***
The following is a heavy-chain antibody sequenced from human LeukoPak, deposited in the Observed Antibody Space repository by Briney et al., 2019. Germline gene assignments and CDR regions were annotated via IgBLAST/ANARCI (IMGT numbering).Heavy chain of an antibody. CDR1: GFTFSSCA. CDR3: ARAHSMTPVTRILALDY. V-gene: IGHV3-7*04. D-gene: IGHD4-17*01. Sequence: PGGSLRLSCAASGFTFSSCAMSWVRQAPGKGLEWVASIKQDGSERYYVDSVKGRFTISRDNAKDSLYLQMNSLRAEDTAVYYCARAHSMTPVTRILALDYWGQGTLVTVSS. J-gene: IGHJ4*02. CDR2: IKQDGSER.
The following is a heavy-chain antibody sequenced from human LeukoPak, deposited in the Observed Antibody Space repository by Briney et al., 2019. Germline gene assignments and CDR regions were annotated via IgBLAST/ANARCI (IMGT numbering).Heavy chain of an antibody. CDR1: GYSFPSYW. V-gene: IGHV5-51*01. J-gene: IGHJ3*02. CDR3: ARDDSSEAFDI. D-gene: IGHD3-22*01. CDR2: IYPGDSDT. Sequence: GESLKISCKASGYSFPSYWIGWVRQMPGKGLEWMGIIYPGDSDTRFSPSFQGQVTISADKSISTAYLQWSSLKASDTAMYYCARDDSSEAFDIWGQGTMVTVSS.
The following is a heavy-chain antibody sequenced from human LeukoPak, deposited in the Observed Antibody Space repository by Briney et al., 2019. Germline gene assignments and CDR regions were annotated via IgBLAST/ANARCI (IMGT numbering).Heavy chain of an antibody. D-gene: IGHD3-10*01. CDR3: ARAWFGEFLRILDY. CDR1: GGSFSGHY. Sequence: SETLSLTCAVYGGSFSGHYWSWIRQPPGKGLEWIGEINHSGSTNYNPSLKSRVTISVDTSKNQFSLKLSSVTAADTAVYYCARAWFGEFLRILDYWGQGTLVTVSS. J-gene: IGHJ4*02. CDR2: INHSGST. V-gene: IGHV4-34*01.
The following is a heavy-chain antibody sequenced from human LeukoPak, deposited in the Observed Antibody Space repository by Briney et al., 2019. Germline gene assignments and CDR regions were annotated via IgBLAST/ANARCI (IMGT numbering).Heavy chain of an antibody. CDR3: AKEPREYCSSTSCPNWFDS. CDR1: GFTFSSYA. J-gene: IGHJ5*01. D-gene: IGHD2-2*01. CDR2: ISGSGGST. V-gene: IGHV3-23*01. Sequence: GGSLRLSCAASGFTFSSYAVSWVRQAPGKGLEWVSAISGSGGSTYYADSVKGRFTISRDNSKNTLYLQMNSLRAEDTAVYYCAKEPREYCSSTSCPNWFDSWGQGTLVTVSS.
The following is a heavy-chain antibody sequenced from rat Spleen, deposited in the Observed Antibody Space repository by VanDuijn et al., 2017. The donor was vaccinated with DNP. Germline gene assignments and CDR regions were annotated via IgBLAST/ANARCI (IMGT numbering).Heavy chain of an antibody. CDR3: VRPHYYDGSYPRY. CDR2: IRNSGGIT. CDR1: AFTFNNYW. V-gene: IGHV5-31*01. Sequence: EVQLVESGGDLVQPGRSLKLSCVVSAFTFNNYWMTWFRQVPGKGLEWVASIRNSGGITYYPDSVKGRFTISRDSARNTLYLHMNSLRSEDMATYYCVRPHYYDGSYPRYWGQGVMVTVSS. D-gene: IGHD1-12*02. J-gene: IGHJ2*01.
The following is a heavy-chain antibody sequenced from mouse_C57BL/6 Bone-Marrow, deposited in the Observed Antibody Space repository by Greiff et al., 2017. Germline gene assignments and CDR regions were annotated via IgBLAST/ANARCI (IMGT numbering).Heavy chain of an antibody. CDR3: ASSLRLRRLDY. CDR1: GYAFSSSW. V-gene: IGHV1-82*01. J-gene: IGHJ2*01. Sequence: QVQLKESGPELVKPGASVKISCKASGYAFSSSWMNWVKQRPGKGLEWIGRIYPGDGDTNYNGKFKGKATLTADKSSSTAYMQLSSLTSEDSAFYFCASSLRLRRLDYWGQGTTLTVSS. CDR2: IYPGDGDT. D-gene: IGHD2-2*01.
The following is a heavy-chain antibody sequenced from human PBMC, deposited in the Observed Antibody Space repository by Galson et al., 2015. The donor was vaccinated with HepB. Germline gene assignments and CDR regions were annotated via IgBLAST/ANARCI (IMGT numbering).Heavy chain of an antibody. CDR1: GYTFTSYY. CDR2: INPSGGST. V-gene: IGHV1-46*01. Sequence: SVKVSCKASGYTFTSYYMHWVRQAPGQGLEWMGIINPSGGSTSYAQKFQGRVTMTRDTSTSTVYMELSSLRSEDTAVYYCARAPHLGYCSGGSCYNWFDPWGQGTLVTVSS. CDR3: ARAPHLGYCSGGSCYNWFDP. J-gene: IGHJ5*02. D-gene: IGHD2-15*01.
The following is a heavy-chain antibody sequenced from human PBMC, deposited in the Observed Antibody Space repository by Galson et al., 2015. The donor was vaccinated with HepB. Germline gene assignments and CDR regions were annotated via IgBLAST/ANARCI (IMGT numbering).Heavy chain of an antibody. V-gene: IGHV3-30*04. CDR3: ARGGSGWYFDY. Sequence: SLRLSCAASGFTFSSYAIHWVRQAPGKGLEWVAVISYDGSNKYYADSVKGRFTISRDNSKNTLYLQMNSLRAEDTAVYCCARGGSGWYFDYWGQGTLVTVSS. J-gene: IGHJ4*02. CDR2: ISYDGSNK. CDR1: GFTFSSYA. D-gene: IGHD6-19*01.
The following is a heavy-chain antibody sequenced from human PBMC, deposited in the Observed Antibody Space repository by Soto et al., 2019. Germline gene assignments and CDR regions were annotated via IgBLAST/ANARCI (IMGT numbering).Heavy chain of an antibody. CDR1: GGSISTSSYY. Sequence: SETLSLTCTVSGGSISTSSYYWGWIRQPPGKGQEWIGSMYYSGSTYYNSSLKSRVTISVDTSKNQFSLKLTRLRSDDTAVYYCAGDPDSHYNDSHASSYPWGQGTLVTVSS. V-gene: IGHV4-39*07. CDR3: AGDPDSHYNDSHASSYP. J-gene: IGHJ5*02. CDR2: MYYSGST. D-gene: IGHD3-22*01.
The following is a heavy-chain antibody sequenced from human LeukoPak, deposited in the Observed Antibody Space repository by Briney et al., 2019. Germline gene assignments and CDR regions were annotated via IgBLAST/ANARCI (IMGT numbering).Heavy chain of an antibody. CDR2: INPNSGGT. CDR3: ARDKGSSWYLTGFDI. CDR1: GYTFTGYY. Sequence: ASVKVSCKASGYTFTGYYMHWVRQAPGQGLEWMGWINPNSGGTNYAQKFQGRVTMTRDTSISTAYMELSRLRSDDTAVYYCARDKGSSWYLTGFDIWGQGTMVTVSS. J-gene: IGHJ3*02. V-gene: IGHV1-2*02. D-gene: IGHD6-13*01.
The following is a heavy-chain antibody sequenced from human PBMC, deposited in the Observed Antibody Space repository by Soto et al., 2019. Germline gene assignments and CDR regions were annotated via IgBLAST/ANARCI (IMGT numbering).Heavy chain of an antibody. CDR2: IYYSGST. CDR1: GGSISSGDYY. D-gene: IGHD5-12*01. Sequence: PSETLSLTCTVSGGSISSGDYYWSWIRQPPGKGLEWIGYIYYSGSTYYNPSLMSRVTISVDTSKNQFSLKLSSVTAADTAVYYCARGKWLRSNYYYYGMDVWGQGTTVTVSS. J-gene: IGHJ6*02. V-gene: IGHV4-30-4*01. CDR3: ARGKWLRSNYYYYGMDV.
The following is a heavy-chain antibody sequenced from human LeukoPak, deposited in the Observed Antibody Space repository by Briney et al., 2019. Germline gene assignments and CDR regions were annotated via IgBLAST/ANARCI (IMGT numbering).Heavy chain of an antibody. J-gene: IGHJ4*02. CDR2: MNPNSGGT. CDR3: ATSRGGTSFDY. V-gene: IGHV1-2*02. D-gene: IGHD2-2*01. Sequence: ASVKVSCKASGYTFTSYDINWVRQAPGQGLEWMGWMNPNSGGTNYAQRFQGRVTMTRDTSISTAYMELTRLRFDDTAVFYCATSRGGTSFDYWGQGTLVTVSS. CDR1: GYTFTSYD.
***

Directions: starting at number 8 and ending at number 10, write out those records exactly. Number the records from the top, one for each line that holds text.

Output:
The following is a heavy-chain antibody sequenced from human PBMC, deposited in the Observed Antibody Space repository by Galson et al., 2015. The donor was vaccinated with HepB. Germline gene assignments and CDR regions were annotated via IgBLAST/ANARCI (IMGT numbering).Heavy chain of an antibody. V-gene: IGHV3-30*04. CDR3: ARGGSGWYFDY. Sequence: SLRLSCAASGFTFSSYAIHWVRQAPGKGLEWVAVISYDGSNKYYADSVKGRFTISRDNSKNTLYLQMNSLRAEDTAVYCCARGGSGWYFDYWGQGTLVTVSS. J-gene: IGHJ4*02. CDR2: ISYDGSNK. CDR1: GFTFSSYA. D-gene: IGHD6-19*01.
The following is a heavy-chain antibody sequenced from human PBMC, deposited in the Observed Antibody Space repository by Soto et al., 2019. Germline gene assignments and CDR regions were annotated via IgBLAST/ANARCI (IMGT numbering).Heavy chain of an antibody. CDR1: GGSISTSSYY. Sequence: SETLSLTCTVSGGSISTSSYYWGWIRQPPGKGQEWIGSMYYSGSTYYNSSLKSRVTISVDTSKNQFSLKLTRLRSDDTAVYYCAGDPDSHYNDSHASSYPWGQGTLVTVSS. V-gene: IGHV4-39*07. CDR3: AGDPDSHYNDSHASSYP. J-gene: IGHJ5*02. CDR2: MYYSGST. D-gene: IGHD3-22*01.
The following is a heavy-chain antibody sequenced from human LeukoPak, deposited in the Observed Antibody Space repository by Briney et al., 2019. Germline gene assignments and CDR regions were annotated via IgBLAST/ANARCI (IMGT numbering).Heavy chain of an antibody. CDR2: INPNSGGT. CDR3: ARDKGSSWYLTGFDI. CDR1: GYTFTGYY. Sequence: ASVKVSCKASGYTFTGYYMHWVRQAPGQGLEWMGWINPNSGGTNYAQKFQGRVTMTRDTSISTAYMELSRLRSDDTAVYYCARDKGSSWYLTGFDIWGQGTMVTVSS. J-gene: IGHJ3*02. V-gene: IGHV1-2*02. D-gene: IGHD6-13*01.